A 32-year old California man was sentenced to 46 months in federal prison after pleading guilty to a million-dollar scheme involving stolen identities of United States service members and veterans.
During his trial, Trorice Crawford admitted that he and his co-conspirators stole money from military members’ bank accounts from May 2017 to July 2020 after infiltrating a Department of Defense portal.
According to a report, Crawford’s co-defendant, Frederick Brown, a former medical records administrator for the U.S. Army, exfiltrated personal identifiable information of thousands of military members using his smartphone. Brown logged into the Armed Forces Health Longitudinal Technology Application and stole names, social security numbers, DOD ID numbers, dates of birth and contact information.
The data was passed on to others who used the information to access various Department of Defense and Veterans Affairs benefits websites and steal millions of dollars.
“The Department of Justice will not tolerate fraud on America’s warfighters and veterans,” said Acting Assistant Attorney General Ethan P. Davis of the Department’s Civil Division. “Working with our partners and using all tools available, we are committed to protecting those who protect us.”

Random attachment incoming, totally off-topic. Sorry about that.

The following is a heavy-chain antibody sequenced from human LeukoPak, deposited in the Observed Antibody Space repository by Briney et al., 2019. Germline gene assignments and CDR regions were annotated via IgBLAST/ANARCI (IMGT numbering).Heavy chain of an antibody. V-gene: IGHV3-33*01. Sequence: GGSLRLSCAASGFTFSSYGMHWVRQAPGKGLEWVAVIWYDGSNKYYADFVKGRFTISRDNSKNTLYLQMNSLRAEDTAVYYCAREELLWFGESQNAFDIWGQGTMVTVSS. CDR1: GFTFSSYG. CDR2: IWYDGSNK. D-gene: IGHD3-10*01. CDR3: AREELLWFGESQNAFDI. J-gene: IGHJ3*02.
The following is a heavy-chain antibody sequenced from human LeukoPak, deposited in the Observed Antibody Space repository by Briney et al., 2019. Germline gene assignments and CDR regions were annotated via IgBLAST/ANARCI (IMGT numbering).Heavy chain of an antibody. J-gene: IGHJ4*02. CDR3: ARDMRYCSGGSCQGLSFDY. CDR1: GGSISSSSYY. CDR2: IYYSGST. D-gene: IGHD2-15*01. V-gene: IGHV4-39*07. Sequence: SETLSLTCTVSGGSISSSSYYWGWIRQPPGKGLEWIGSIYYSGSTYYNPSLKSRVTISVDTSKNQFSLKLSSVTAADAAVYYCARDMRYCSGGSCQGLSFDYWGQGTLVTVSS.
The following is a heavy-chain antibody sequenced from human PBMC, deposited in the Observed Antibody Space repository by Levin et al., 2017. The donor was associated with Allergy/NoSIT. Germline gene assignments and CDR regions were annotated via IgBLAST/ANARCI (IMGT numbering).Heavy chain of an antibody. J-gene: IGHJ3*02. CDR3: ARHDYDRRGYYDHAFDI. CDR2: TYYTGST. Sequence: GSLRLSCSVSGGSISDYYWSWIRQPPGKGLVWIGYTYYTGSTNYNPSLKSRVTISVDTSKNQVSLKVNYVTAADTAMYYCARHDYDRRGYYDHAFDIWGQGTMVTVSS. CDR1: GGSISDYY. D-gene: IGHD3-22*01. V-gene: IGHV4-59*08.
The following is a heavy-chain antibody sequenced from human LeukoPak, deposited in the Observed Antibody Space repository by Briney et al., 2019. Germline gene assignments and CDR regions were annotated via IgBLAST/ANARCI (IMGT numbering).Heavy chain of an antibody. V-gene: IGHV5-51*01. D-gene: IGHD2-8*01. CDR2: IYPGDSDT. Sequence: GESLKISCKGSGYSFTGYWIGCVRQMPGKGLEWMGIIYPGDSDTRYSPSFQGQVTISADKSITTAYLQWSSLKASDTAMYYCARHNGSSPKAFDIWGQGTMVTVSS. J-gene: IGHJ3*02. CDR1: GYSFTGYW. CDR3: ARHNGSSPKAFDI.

Once the culprits gained access to records designed to enable military members to access benefits information, they recruited at least 30 money mules who could help with money laundering.
The ‘hired’ money mules provided their bank account numbers to receive the stolen funds, and according to the Department of Justice (DOJ) press release, “each unauthorized transfer from a victim’s accounts ranged from between $8,000 to $13,000.”
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“Crawford kept a percentage of the withdrawn funds for himself and oversaw the transmission of the remaining amounts by means of international money remittance services to others in the Philippines,” the release said.
An FTC report published earlier this year said that, “active duty service members are 76% more likely than other adults to report that an identity thief misused an existing account.”
Moreover, military personnel are 22% more likely to fall victim to new account fraud, with one-fifth of active troops experiencing identity fraud. The DOJ’s announcement only reinforces the claim, highlighting the lengths that identity thieves will go to in order to get an easy paycheck.